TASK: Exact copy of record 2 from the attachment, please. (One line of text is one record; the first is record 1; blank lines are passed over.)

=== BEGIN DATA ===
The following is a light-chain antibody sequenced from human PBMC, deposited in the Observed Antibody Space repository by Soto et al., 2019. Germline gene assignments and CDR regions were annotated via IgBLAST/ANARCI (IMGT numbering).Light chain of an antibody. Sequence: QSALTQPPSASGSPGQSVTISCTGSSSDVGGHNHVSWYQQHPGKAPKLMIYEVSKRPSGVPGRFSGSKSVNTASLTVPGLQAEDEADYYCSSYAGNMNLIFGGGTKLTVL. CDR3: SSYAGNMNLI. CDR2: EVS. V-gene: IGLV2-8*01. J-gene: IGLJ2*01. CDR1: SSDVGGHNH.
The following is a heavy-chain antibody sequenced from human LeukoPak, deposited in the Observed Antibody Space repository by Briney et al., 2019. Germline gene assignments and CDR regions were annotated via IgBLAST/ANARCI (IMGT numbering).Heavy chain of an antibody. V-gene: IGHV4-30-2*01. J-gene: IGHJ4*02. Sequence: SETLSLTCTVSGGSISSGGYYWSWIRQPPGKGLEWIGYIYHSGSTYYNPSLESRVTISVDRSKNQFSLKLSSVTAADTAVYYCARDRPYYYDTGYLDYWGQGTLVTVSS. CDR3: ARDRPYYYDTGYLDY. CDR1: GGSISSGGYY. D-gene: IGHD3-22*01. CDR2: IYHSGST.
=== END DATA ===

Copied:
The following is a heavy-chain antibody sequenced from human LeukoPak, deposited in the Observed Antibody Space repository by Briney et al., 2019. Germline gene assignments and CDR regions were annotated via IgBLAST/ANARCI (IMGT numbering).Heavy chain of an antibody. V-gene: IGHV4-30-2*01. J-gene: IGHJ4*02. Sequence: SETLSLTCTVSGGSISSGGYYWSWIRQPPGKGLEWIGYIYHSGSTYYNPSLESRVTISVDRSKNQFSLKLSSVTAADTAVYYCARDRPYYYDTGYLDYWGQGTLVTVSS. CDR3: ARDRPYYYDTGYLDY. CDR1: GGSISSGGYY. D-gene: IGHD3-22*01. CDR2: IYHSGST.